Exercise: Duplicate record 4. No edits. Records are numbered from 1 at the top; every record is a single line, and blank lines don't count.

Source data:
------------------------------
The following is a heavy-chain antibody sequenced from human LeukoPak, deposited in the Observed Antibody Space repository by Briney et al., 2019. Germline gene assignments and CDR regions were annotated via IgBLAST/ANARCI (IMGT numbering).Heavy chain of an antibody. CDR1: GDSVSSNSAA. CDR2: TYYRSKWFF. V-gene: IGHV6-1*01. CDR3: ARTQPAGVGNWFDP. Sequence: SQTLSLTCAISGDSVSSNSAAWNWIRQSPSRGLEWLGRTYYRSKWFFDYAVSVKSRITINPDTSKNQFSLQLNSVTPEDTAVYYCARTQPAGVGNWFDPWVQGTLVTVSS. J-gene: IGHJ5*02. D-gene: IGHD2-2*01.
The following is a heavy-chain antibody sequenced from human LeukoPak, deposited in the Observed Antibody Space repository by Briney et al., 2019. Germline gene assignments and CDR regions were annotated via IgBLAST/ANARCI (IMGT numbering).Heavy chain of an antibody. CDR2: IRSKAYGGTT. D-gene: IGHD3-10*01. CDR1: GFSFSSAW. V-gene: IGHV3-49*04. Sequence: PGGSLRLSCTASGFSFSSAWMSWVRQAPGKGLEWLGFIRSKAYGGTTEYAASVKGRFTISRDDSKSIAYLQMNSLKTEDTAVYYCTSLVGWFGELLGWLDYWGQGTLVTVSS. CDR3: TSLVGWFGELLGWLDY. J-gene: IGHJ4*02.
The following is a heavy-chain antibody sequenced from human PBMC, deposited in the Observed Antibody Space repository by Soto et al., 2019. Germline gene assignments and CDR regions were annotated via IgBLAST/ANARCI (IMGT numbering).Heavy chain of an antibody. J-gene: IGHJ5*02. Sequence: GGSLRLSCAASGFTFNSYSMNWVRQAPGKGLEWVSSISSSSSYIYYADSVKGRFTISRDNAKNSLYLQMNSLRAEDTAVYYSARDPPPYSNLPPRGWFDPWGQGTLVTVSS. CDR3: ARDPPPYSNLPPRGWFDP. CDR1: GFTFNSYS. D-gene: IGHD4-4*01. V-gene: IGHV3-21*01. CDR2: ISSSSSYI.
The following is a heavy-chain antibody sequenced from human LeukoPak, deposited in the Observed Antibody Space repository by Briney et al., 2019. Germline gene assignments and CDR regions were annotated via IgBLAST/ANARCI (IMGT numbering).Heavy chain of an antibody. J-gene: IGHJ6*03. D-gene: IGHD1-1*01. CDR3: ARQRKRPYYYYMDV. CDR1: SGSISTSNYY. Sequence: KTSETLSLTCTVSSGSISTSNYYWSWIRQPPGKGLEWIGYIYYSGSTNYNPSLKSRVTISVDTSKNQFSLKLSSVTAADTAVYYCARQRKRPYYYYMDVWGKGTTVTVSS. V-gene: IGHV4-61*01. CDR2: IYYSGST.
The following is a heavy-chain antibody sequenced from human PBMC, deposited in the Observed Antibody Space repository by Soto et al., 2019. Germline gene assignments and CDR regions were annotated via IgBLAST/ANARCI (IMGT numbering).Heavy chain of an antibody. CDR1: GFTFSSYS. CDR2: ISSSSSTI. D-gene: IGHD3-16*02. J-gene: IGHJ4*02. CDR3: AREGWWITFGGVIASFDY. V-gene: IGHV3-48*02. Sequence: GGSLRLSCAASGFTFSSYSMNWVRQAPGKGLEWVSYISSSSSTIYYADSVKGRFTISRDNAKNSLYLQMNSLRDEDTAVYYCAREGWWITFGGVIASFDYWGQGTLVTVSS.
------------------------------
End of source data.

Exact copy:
The following is a heavy-chain antibody sequenced from human LeukoPak, deposited in the Observed Antibody Space repository by Briney et al., 2019. Germline gene assignments and CDR regions were annotated via IgBLAST/ANARCI (IMGT numbering).Heavy chain of an antibody. J-gene: IGHJ6*03. D-gene: IGHD1-1*01. CDR3: ARQRKRPYYYYMDV. CDR1: SGSISTSNYY. Sequence: KTSETLSLTCTVSSGSISTSNYYWSWIRQPPGKGLEWIGYIYYSGSTNYNPSLKSRVTISVDTSKNQFSLKLSSVTAADTAVYYCARQRKRPYYYYMDVWGKGTTVTVSS. V-gene: IGHV4-61*01. CDR2: IYYSGST.